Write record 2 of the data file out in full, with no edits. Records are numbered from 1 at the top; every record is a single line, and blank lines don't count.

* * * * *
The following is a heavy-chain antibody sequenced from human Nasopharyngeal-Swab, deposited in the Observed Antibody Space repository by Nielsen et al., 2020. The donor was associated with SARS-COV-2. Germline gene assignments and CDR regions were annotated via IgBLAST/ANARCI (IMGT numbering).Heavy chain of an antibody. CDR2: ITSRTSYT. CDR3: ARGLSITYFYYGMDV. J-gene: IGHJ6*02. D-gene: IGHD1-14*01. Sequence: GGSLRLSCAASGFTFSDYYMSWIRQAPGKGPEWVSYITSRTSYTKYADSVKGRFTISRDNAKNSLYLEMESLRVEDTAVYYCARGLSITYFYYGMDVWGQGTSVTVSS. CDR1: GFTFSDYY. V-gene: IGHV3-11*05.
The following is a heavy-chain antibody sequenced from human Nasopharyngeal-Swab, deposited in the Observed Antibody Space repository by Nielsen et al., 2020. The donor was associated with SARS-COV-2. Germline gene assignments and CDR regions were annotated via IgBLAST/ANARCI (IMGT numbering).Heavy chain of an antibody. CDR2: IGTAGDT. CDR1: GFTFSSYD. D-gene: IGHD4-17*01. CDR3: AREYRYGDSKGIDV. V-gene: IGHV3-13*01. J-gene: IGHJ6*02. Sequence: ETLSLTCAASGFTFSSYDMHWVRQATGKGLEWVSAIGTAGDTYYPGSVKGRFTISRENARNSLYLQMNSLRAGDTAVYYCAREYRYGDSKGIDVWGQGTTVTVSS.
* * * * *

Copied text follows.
The following is a heavy-chain antibody sequenced from human Nasopharyngeal-Swab, deposited in the Observed Antibody Space repository by Nielsen et al., 2020. The donor was associated with SARS-COV-2. Germline gene assignments and CDR regions were annotated via IgBLAST/ANARCI (IMGT numbering).Heavy chain of an antibody. CDR2: IGTAGDT. CDR1: GFTFSSYD. D-gene: IGHD4-17*01. CDR3: AREYRYGDSKGIDV. V-gene: IGHV3-13*01. J-gene: IGHJ6*02. Sequence: ETLSLTCAASGFTFSSYDMHWVRQATGKGLEWVSAIGTAGDTYYPGSVKGRFTISRENARNSLYLQMNSLRAGDTAVYYCAREYRYGDSKGIDVWGQGTTVTVSS.